What you need to know
What is Anorexia Nervosa?
- Being more worried about, or paying more attention to, weight and shape
- Having an anxiety disorder as a child
- Having a negative self-image
- Having eating problems during infancy or early childhood
- Having certain social or cultural ideas about health and beauty
- Trying to be perfect or overly focused on rules
While Anorexia Nervosa is most prevalent in females it is important to note that men can develop this eating disorder as well. This disorder most typically develops in the teenage and young adult years, but can develop at any time.
- You can tell by looking at someone that they have an eating disorder
- Families are to blame
- Mothers are to blame
- Eating disorders are a choice
- Eating disorders are the province of white upper-middle class teenage girls
- Eating disorders are benign
- Society alone is to blame
- Genes are destiny
- Eating disorders are for life
Addressing these myths will help to make sure any individual who is suffering from Anorexia Nervosa will receive the proper and timely treatment.
Psychological Treatment Options
There are a variety of psychological treatment options. When treating an individual who has Anorexia Nervosa it is important to consider all options and seek out what treatment works best. According to the National Collaborating Centre for Mental Health (2004) the following psychological treatments may be helpful.
Family therapy helps to educate and bring on a greater understanding to the loved ones effected. Involving the family works to build a greater support system for the patient dealing with this complex illness (Duckworth & Freedman, 2013).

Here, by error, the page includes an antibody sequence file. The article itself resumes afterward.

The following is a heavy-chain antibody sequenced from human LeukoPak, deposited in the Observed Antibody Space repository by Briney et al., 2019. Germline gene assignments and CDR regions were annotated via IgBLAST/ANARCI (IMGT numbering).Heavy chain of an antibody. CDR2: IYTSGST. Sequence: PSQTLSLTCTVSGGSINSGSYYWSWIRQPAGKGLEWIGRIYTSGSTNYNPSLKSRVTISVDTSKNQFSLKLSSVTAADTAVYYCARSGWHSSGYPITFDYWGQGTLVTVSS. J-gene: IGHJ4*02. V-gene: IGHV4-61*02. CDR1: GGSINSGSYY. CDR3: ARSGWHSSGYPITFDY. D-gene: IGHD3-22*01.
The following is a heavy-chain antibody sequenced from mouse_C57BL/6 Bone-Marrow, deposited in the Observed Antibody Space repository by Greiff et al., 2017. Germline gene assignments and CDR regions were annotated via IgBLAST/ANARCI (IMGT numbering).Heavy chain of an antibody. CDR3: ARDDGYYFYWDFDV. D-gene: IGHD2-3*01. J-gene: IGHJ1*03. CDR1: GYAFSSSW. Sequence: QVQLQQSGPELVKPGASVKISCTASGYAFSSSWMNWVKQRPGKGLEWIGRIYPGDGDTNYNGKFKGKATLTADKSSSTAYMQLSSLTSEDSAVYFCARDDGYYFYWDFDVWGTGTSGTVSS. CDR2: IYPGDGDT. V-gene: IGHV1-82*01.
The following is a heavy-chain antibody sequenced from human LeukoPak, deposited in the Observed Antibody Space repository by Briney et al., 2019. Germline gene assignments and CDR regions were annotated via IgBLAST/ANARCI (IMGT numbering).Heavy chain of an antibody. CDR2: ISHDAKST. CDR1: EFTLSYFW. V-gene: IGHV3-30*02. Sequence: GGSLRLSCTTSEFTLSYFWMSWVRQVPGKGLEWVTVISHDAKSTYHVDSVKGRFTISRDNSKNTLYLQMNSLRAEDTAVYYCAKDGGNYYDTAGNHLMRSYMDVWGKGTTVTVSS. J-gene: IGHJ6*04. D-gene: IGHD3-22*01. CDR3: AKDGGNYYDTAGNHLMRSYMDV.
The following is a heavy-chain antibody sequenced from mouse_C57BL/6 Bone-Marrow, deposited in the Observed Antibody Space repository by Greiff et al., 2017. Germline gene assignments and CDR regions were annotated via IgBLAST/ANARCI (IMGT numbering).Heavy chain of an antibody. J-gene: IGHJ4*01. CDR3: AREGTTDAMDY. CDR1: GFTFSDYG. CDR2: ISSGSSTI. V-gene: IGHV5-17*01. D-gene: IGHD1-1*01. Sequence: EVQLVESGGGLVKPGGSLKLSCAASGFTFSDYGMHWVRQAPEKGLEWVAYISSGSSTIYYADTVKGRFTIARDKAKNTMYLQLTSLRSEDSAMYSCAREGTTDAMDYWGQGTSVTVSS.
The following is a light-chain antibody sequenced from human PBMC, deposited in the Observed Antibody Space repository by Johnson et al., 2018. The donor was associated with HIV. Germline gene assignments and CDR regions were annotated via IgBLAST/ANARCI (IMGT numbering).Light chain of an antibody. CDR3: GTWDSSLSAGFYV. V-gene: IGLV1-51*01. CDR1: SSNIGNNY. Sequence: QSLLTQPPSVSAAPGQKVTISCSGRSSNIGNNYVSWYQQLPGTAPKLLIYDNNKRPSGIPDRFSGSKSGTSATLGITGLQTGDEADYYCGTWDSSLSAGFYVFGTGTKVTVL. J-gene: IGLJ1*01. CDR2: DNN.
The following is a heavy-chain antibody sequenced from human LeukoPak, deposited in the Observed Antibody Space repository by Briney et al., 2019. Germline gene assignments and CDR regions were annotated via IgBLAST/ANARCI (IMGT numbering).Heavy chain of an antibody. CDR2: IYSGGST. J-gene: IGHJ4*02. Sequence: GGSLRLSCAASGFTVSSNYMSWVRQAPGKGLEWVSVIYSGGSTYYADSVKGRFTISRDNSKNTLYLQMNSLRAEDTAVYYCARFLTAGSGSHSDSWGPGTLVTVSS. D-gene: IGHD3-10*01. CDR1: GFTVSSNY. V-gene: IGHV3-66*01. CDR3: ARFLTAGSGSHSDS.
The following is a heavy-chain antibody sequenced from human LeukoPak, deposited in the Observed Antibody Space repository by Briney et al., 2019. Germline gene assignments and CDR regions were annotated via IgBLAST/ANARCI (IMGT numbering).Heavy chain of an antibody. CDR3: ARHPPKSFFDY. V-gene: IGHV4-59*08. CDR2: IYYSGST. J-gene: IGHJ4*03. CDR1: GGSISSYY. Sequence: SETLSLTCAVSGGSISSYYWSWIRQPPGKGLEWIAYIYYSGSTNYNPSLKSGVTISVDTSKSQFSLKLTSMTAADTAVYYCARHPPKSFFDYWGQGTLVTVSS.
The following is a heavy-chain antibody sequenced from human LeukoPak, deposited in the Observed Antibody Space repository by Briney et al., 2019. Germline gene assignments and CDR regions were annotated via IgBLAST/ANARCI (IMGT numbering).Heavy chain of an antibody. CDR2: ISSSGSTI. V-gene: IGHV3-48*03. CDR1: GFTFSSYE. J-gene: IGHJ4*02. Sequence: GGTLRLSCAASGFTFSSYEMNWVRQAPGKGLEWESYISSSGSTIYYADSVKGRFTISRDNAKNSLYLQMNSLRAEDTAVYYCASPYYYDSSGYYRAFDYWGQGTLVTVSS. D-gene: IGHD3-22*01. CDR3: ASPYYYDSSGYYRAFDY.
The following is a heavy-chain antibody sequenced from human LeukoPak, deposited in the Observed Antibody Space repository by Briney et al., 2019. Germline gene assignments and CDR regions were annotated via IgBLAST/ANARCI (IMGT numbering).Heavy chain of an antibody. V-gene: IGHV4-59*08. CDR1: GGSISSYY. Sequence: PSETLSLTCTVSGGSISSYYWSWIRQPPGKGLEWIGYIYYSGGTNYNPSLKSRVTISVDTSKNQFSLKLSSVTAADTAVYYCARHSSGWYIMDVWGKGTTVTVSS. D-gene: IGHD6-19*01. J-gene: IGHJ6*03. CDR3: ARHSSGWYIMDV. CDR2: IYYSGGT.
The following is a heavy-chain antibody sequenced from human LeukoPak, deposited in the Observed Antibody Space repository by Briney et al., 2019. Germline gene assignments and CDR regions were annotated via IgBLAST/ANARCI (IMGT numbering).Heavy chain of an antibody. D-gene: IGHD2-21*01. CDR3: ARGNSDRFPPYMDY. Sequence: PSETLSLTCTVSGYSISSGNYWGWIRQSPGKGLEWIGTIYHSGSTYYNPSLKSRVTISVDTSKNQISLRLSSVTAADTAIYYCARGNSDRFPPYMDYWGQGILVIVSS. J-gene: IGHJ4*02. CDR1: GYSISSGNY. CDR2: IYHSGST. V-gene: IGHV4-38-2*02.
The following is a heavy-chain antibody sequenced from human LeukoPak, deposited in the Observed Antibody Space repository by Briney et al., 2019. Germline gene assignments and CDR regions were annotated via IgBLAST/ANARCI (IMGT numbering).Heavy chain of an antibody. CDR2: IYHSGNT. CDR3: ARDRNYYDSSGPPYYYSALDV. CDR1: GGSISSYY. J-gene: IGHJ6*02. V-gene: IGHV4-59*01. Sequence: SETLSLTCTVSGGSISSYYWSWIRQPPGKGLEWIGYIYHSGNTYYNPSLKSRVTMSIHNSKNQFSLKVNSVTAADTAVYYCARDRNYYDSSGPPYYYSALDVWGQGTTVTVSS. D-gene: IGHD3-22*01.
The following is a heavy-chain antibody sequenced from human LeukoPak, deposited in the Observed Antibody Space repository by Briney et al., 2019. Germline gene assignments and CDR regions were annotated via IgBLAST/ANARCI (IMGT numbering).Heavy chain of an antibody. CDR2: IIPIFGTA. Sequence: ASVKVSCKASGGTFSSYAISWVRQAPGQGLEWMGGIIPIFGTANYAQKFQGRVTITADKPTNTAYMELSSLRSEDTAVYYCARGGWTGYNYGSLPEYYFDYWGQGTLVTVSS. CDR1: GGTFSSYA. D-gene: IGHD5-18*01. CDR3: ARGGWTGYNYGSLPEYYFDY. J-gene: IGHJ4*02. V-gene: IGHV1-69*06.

Support groups give those suffering with Anorexia Nervosa a safe place to share their thoughts, feelings, and experiences. Being able to speak with others who have common experiences and problems can help the patient not feel alone (Anorexia Nervosa, 2014).
Psychological Treatment Options
- Behavior Therapy
- Cognitive Analytic Therapy
- Cognitive Behavioral Therapy
- Interpersonal Psychotherapy
- Psychodynamic Therapy
- Psychological Treatment not otherwise specified
Choosing a Therapist
- Anorexia nervosa. (2014). U.S. National Library of Medicine. Retrieved from https://www.nlm.nih.gov/medlineplus/ency/article/000362.htm
- Bulik, C. (2014). 9 Eating disorder myths busted. Retrieved from http://www.nimh.nih.gov/news/science-news/2014/9-eating-disorders-myths-busted.shtml
- Cleantis, T. (2011). How to find the best therapist for you. Retrieved from https://www.psychologytoday.com/blog/freudian-sip/201102/how-find-the-best-therapist-you
- Duckworth, K. & Freedman, J. (2013). Anorexia nervosa fact sheet. Retrieved from https://www2.nami.org/factsheets/anorexia_factsheet.pdf
- Eating disorders: Core interventions in the treatment and management of anorexia nervosa. bulimia nervosa and related eating disorders. (2004). National Collaborating Centre of Mental Health. Retrieved from http://www.ncbi.nlm.nih.gov/books/NBK49301/
- How to choose a psychologist. (n.d.). American Psychological Association. Retrieved from http://www.apa.org/helpcenter/choose-therapist.aspx